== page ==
But first a recount of the current state of affairs in a country which has seen a rapid transition with collapse of governance in the past one month since August 15.
Broadly speaking the Taliban securing of Kabul has marked another phase of transition in the troubled history of Afghanistan. This has seen collapse of governance, fracture of the economy and banking system and portends of security vacuum with ceding of strategic space to malign state and non state actors.
The National Resistance Front of Afghanistan [NRFA] has emerged as a resistance movement to the Taliban but is in a nascent stage.
International terrorist groups are revelling in the situation that has seen one of their own taking power defeating the worlds premier global power the United States and the largest military alliance NATO. Gravitation of terrorist groups towards Afghanistan has commenced and the flow is expected to increase.
A strategic vacuum implies many states including those who had actively participated in the process of state collapse are in a dilemma lacking adequate understanding of the unravelling situation in Afghanistan.
A critical factor is the humanitarian crisis as economic and financial structures have collapsed, many are thus making a beeline for the borders of Pakistan and Iran looking for greener pastures in the neighbourhood, while the better healed are hoping to transit to Europe and other foreign lands.
From the perspective of New Delhi the situation in Afghanistan is unravelling to the advantage of arch rivals Pakistan and China.
Despondency over the loss of the $ 3 billion invested in development is leading to a sense of hopelessness which is not easy to surmount at present.
The most immediate concern is the threat that can emanate in terms of terrorism impacting Jammu and Kashmir as well as rest of India with secure sanctuaries in Afghanistan actively promoted by the Taliban.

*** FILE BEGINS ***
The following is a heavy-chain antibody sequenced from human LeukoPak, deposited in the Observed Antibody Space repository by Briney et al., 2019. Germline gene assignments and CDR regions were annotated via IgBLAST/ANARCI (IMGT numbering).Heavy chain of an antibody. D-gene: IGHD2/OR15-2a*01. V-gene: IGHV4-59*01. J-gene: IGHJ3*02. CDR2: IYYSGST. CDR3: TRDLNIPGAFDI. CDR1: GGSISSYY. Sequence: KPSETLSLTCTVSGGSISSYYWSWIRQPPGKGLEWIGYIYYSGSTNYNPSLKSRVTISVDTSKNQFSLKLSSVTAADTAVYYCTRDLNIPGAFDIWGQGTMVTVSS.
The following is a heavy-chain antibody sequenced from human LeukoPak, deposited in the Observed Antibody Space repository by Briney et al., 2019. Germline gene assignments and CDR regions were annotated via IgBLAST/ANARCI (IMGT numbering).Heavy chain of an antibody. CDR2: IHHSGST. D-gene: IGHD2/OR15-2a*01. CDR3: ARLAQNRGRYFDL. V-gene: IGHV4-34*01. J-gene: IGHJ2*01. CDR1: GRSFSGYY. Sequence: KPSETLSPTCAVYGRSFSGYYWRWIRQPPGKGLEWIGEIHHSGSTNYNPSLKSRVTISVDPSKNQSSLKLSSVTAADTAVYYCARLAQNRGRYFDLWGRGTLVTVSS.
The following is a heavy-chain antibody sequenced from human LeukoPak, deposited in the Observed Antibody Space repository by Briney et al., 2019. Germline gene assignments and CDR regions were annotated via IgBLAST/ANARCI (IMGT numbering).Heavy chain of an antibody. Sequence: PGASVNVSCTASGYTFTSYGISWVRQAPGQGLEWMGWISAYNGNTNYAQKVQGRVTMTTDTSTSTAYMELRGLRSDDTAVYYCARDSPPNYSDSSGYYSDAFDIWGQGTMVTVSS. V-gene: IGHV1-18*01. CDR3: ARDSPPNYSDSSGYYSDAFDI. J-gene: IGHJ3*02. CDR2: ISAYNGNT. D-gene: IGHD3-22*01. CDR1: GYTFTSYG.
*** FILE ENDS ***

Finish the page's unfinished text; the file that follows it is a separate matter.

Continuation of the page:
Yet the very nature of uncertainty in Afghanistan which has created a dilemma can provide an opportunity for India. This can be leveraged in the following ways-
Firstly think people rather than Taliban as the centre of gravity in Afghanistan. Concentrating on the Taliban is likely to lead to diplomatic and political distancing with the group presently in power in Kabul. This should not create distancing with the people at large. To reach out to the people India must provide relief to the people seeking a sanctuary temporary or semi permanent in the country, this is easily said than done given that there are concerns of Islamist radicalism as well as lack of empathy for the non Hindus and Sikhs of Afghanistan.
Yet there are many who are pro India and marginalised including Pashtuns but more particularly the Hazara.
Apart from provision of visas an urgent necessity there is a need for provision of humanitarian assistance to Afghanistan. As the channels for the support reaching the bottom of the pyramid is not clear, this should be through the UN agencies and forms the second opportunity that India needs to work upon.
Thirdly supporting the NRFA should be a default option, how and in what way this is to be carried out should not prove to be a challenge while the operational facets can be looked at in the days ahead.
Fourthly working with diverse regional and international actors who are interested in Afghanistan but do not know the path ahead is essential this will have to be undertaken on priority and preferably a special envoy for the purpose should be nominated so that the path ahead can be effectively exploited.
Fifthly getting the Taliban interested in India will remain the most difficult challenge particularly as the Haqqani network has assumed primacy in Kabul. The divisions in the Taliban can be fruitfully exploited to advantage.
Sixthly strengthening the counter terrorism architecture to prevent major terrorist attacks in the country assumes priority and steps towards the same should be undertaken through a holistic approach by the security agencies.
Finally doing nothing and waiting for the situation to develop is not an option.